# probability of picking 2 out or 150 within 10 tries

given 150 marbles numbered 1 to 150, what are the odds that 2 of the numbers between 1 and 10 will be picked within the first 10 tries.
marbles are picked without replacement.

If that happens, what are the confidence levels that there is some bias in the system and that it isn’t random?
Same questions for the odds of picking 2 numbers between 1 and 5 within the first 10 tries?

Do you want exactly 2 to be in the specified range or at least 2 to be in the specified range?

If the former the answer is [10*9/2 * 140!/(8!*132!)]/[150!/(10!*140!)]

Sorry don’t have a calculator handy to compute this on my lap top believe it or not – stupid computer.

Wolfram Alpha can do that for you. It says 11.5%, but check to see this is the right equation. I just copy and pasted it and haven’t thought about it myself.

Hmmm…good question. Lets go with ‘exactly 2’ for no other reason as it seems to be easier to figure. I assume ‘at least 2’ would yield a slightly higher probability.

If the calculation is correct than about 11% of the time we should get this result.

If I did this and got that result how confident can I be that this is not due to random chance, but instead due to a bias or trend?

I interpret the OP as:

You have 150 numbered marbles. You draw 10 marbles without replacement and then you look at your collection of 10 marbles to see whether two or more fall within the range 1 to N (with N=5 or 10 in the OP).

For this interpretation, I get the following probabilities via simulation for finding at least two small numbered marbles (numbered 1 to N) upon drawing 10 marbles from an urn with 150 marbles.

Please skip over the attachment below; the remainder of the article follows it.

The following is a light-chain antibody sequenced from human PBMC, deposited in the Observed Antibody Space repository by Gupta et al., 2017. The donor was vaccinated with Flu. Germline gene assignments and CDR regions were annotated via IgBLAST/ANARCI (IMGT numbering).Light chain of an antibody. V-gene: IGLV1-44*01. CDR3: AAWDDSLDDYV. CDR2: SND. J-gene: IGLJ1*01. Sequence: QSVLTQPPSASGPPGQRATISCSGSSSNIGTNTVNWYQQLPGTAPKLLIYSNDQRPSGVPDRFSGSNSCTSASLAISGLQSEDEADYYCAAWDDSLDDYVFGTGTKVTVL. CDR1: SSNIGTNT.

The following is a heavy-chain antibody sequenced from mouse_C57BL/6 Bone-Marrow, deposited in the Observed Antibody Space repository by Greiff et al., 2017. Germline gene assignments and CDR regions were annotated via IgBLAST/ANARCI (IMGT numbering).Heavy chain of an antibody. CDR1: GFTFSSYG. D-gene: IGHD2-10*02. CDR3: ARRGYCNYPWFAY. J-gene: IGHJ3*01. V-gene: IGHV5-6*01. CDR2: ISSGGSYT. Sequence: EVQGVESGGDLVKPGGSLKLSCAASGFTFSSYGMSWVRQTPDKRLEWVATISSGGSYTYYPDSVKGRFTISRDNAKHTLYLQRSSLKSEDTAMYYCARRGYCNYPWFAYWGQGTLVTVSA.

``````

N   prob
2   0.004
3   0.011
4   0.021
5   0.034
6   0.049
7   0.067
8   0.086
9   0.106
10   0.128
11   0.151
12   0.175
13   0.200
14   0.225
15   0.251

``````

For the second part:

More context needed. It’s not that unlikely an occurrence. The fact that it happened once isn’t enough information to say anything about anything.

For instance, was the number of draws (five or ten) predetermined, or did the fact that you drew low-numbered marbles in quick succession influence the stopping condition? Are there other “unusual” sequences of draws that would have pinged your bias radar, or is this one somehow extra special (e.g., what if you saw two numbers between 141 and 150 instead of between 1 and 10)? How many other random sequences took place beforehand that could have triggered your bias radar but did not?

(…and the cleanest way to get around all such questions, given your new suspicion of bias, is to now discard the past data and run a series of fresh draws of ten marbles, counting the number of times your condition of two or more low numbers is met. Is will be a lot easier (read: possible) to answer statistical questions on that unbiased sample that on the sample(s) that sparked the question.)

What if Monty Hall is picking out the marbles? On a treadmill?

Regards,
Shodan